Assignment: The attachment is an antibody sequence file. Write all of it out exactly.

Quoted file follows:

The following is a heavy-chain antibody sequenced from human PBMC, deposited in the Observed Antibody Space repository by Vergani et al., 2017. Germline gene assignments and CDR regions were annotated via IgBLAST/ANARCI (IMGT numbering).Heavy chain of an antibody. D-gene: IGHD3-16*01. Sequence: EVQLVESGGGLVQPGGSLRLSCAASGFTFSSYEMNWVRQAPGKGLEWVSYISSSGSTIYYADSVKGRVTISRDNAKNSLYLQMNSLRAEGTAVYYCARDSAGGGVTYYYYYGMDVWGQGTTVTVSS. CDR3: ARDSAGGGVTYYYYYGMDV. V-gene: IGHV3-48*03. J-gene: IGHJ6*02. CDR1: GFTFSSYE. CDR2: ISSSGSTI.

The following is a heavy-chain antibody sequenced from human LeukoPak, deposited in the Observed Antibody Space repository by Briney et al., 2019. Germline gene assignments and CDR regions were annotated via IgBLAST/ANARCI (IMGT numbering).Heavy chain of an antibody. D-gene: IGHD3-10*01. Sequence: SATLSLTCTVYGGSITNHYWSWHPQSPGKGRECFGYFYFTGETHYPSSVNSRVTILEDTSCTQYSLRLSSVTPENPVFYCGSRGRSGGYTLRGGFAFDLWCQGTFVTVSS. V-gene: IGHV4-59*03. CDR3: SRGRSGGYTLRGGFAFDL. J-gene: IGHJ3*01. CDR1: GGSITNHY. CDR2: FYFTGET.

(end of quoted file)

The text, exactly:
The following is a heavy-chain antibody sequenced from human PBMC, deposited in the Observed Antibody Space repository by Vergani et al., 2017. Germline gene assignments and CDR regions were annotated via IgBLAST/ANARCI (IMGT numbering).Heavy chain of an antibody. D-gene: IGHD3-16*01. Sequence: EVQLVESGGGLVQPGGSLRLSCAASGFTFSSYEMNWVRQAPGKGLEWVSYISSSGSTIYYADSVKGRVTISRDNAKNSLYLQMNSLRAEGTAVYYCARDSAGGGVTYYYYYGMDVWGQGTTVTVSS. CDR3: ARDSAGGGVTYYYYYGMDV. V-gene: IGHV3-48*03. J-gene: IGHJ6*02. CDR1: GFTFSSYE. CDR2: ISSSGSTI.

The following is a heavy-chain antibody sequenced from human LeukoPak, deposited in the Observed Antibody Space repository by Briney et al., 2019. Germline gene assignments and CDR regions were annotated via IgBLAST/ANARCI (IMGT numbering).Heavy chain of an antibody. D-gene: IGHD3-10*01. Sequence: SATLSLTCTVYGGSITNHYWSWHPQSPGKGRECFGYFYFTGETHYPSSVNSRVTILEDTSCTQYSLRLSSVTPENPVFYCGSRGRSGGYTLRGGFAFDLWCQGTFVTVSS. V-gene: IGHV4-59*03. CDR3: SRGRSGGYTLRGGFAFDL. J-gene: IGHJ3*01. CDR1: GGSITNHY. CDR2: FYFTGET.